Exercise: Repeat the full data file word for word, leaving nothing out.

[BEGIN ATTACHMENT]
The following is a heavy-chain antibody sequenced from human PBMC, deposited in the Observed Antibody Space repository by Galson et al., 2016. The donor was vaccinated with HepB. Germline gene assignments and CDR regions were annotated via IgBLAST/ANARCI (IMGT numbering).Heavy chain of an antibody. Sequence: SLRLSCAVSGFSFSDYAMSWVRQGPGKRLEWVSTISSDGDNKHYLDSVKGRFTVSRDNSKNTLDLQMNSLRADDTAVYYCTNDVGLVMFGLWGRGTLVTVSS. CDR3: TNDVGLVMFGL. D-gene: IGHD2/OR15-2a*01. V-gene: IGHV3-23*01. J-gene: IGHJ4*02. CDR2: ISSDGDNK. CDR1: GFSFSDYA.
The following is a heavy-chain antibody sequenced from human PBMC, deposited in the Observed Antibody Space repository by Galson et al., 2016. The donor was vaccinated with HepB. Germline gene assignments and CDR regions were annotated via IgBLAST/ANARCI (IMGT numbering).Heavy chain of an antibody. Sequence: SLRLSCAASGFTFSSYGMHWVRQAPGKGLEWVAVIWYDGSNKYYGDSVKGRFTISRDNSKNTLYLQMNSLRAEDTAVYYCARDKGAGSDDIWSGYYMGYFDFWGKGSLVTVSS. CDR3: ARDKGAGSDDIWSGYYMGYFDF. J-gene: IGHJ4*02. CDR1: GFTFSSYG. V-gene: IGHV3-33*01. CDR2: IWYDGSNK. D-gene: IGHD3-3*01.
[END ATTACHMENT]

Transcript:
The following is a heavy-chain antibody sequenced from human PBMC, deposited in the Observed Antibody Space repository by Galson et al., 2016. The donor was vaccinated with HepB. Germline gene assignments and CDR regions were annotated via IgBLAST/ANARCI (IMGT numbering).Heavy chain of an antibody. Sequence: SLRLSCAVSGFSFSDYAMSWVRQGPGKRLEWVSTISSDGDNKHYLDSVKGRFTVSRDNSKNTLDLQMNSLRADDTAVYYCTNDVGLVMFGLWGRGTLVTVSS. CDR3: TNDVGLVMFGL. D-gene: IGHD2/OR15-2a*01. V-gene: IGHV3-23*01. J-gene: IGHJ4*02. CDR2: ISSDGDNK. CDR1: GFSFSDYA.
The following is a heavy-chain antibody sequenced from human PBMC, deposited in the Observed Antibody Space repository by Galson et al., 2016. The donor was vaccinated with HepB. Germline gene assignments and CDR regions were annotated via IgBLAST/ANARCI (IMGT numbering).Heavy chain of an antibody. Sequence: SLRLSCAASGFTFSSYGMHWVRQAPGKGLEWVAVIWYDGSNKYYGDSVKGRFTISRDNSKNTLYLQMNSLRAEDTAVYYCARDKGAGSDDIWSGYYMGYFDFWGKGSLVTVSS. CDR3: ARDKGAGSDDIWSGYYMGYFDF. J-gene: IGHJ4*02. CDR1: GFTFSSYG. V-gene: IGHV3-33*01. CDR2: IWYDGSNK. D-gene: IGHD3-3*01.